In an article featured in the Fall Newsletter of the Women’s Bar Association of Illinois and on their blog, four senior mediators and arbitrators at ADR Systems – Hon. Christopher E. Lawler, (Ret.); Hon. Margaret A. Brennan, (Ret.); Hon. Jack, Callahan, (Ret.) and Hon. Kay M. Hanlon, (Ret.) – review how counsel can correct mediation misconceptions and prepare clients for what will happen during their mediation. The article was written by Michael Koss, Business Development & Marketing Assistant Manager at ADR Systems, and Jann Johnson, Esq., Chief Operating Officer and Executive Vice President of Marketing at ADR Systems.
While you can download the article from the Fall Newsletter here, you can also read the whole article below:
Mediation is a popular alternative to expensive, drawn-out litigation, but many clients come to mediation with misapprehensions about the process, their role, the neutral’s role and even their very own case. A client may expect a quick solution because there’s no judge or jury. They may suppose the neutral is there to advocate for them, or that they will receive everything they want because they control the process, or that they are merely there to spectate as their attorney negotiates.
These misconceptions can stymie the neutral’s efforts to facilitate negotiations between parties.
Counsel can do a great deal to correct these misconceptions and ready their clients by providing an accurate picture of what will happen during their mediation.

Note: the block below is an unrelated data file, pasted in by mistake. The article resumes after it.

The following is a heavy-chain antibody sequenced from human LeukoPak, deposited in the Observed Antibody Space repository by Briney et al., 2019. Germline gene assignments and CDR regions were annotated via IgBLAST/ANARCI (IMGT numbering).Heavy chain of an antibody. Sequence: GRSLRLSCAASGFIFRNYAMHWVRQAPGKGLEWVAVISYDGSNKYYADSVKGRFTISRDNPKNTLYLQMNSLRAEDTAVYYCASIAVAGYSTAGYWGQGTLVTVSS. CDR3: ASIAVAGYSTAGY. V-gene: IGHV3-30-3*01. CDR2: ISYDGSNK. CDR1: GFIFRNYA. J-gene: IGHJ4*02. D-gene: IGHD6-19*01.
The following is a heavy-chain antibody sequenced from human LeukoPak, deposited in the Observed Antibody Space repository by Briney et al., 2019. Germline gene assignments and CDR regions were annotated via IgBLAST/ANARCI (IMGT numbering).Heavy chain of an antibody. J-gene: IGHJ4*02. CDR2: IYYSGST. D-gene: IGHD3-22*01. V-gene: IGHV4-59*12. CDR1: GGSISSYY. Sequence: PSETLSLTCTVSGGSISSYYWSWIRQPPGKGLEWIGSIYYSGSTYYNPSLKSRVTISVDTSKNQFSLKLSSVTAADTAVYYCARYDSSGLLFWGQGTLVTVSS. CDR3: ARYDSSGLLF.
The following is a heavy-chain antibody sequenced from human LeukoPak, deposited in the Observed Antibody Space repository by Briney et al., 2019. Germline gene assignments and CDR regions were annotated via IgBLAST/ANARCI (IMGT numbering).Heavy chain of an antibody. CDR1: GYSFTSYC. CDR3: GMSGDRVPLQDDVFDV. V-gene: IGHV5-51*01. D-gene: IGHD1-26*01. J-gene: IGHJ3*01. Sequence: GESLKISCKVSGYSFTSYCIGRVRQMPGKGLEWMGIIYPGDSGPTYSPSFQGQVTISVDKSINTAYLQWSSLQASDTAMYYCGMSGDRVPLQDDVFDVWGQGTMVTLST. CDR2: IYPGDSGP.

Define the Neutral’s Role in Advance
Plaintiffs and defendants have, on occasion, presumed that their neutral is a second advocate or a decision-maker with the authority to order the case to settle – perhaps because many mediators are retired state and federal judges.
Counsel should anticipate this misunderstanding and clarify the neutral’s role, explained Hon. Christopher E. Lawler, (Ret.), senior mediator and arbitrator at ADR Systems. Except in the case of binding mediations, a neutral’s role in mediation is that of impartial facilitator, favoring neither side, seeking to bring parties to a settlement that is acceptable for all involved. A misunderstanding like this can complicate the mediation proceedings if an attorney must clarify the neutral’s role on the day of mediation.
Clients may also benefit from a better understanding of how their neutral’s background as an attorney and judge qualifies them to act as a mediator for their case.
“Our years of experience in the courtroom and on the bench, presiding over jury trials and conducting pretrial conferences, have given us an eye for the issues at play in the cases your clients find themselves in,” said Judge Lawler. “They can trust that they are working with seasoned practitioners who know how to determine value and evaluate liability – who have seen it all and helped these disputes settle in the past.”